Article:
MOUNT VERNON — I never got the time to catch up with longtime Mount Vernon News photographer Virgil Shipley before he passed away earlier this year, but I did find an old photograph which I’d like to share in his honor.

It is of the Fredericktown High School band in the early 1940s.

Virgil worked at the News for over 60 years. I got to know him a little during the few years I worked there, and rode with him on assignment a number of times. He once pointed out to me the house where he grew up, north of Fredericktown on Zolman Road. I’ve included a picture of the house as seen on Google Maps below.

Shipley Farm

Now, for all I know, he could have been pulling my leg, but that’s the house he pointed out to me. He also said that when he and his friends would run around in the 1930s and 40s, they liked to joke that the village of Palmyra, just north of this spot, should have been named “Palmisery.”

One time later on, I tried to use that name and Virgil quickly said, “Nope, I can call it that, but you can’t.” He put me in my place quick, but with a smile.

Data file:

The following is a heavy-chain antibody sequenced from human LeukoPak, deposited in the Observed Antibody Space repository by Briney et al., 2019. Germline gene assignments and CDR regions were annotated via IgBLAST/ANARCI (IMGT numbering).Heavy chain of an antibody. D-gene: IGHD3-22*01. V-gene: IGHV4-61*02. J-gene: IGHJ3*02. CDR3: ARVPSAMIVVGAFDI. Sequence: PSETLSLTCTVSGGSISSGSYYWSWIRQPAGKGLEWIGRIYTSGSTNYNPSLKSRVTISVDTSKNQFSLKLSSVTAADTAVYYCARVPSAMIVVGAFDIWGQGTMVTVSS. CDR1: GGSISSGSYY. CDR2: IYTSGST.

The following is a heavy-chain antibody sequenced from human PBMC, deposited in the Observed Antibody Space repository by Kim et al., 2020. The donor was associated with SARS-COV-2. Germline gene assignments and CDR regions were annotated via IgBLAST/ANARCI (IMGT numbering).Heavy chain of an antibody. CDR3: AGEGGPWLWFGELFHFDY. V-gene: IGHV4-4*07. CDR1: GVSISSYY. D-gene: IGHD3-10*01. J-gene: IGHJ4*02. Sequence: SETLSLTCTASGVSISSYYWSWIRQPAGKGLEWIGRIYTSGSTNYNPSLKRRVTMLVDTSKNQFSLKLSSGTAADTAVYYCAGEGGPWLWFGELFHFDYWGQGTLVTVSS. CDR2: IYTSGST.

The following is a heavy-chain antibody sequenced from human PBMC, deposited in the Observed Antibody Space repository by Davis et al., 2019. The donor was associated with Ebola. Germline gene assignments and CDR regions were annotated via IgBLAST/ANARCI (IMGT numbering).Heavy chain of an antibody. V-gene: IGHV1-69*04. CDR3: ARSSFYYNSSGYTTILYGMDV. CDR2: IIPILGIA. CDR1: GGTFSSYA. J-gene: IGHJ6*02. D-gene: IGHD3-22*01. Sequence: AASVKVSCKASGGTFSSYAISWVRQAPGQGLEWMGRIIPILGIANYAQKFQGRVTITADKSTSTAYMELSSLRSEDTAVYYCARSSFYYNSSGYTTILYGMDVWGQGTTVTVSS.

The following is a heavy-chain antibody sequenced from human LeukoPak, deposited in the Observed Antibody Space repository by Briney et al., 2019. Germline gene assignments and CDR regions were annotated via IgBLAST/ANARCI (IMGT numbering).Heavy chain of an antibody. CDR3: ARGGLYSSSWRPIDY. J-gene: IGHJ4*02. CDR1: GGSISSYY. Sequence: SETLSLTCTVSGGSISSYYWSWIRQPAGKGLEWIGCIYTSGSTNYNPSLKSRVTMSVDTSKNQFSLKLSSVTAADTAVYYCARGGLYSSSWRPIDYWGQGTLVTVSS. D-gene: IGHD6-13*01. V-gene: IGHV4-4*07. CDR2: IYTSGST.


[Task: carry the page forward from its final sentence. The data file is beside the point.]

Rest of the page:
Speed was of the essence in his work as a newspaper photographer. I once enjoyed a presentation of some of his favorite photos he had taken over the years and showed at a Brown Bag Chat at the library. He dismissed my praise of his photos, saying, “I’m not good, but I’m fast.” The perfectly-timed dramatic photo he caught of a life flight helicopter leaving an accident scene attested to that.

My favorite funny memory with Virgil was the time a sudden windstorm wreaked havoc to some of the downtown booths during the Dan Emmett Festival. Virgil rushed downtown to get some photos, but there wasn’t a lot to shoot. He finally settled on a shot of a vendor, back to the camera, bending over to pick up knocked over items, with their posterior pointed right at the camera.

Back in the newsroom, Virgil downloaded his photos and photo editor Terry Gardner raised his eyebrow as he so often did and called over to Virgil in his drawl, “Virgil, is that all you got?”

Virgil said it was, as the damage was minor and there just wasn’t much else to see.

City editor Fred Main put the story on the next day’s front page with the headline, “Wind Damages Festival,” never thinking that it might be unintentionally hilarious to have a headline about wind when the photo subject had their butt pointed right at the camera.

We all had a good laugh about that one, including Virgil.

No one can deny he had an impressive run, living to age 95, with 60 years as Mount Vernon’s eye on the news. He will be remembered fondly.

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